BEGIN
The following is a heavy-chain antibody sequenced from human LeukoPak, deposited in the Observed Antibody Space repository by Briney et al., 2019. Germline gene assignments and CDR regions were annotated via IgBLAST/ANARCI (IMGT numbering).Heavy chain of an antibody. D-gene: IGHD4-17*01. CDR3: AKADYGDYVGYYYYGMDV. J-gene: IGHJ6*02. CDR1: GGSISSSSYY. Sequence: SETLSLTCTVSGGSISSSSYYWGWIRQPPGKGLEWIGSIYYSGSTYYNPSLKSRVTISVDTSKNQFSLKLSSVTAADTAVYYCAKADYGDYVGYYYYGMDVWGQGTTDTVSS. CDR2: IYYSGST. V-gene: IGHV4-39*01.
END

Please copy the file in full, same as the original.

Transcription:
The following is a heavy-chain antibody sequenced from human LeukoPak, deposited in the Observed Antibody Space repository by Briney et al., 2019. Germline gene assignments and CDR regions were annotated via IgBLAST/ANARCI (IMGT numbering).Heavy chain of an antibody. D-gene: IGHD4-17*01. CDR3: AKADYGDYVGYYYYGMDV. J-gene: IGHJ6*02. CDR1: GGSISSSSYY. Sequence: SETLSLTCTVSGGSISSSSYYWGWIRQPPGKGLEWIGSIYYSGSTYYNPSLKSRVTISVDTSKNQFSLKLSSVTAADTAVYYCAKADYGDYVGYYYYGMDVWGQGTTDTVSS. CDR2: IYYSGST. V-gene: IGHV4-39*01.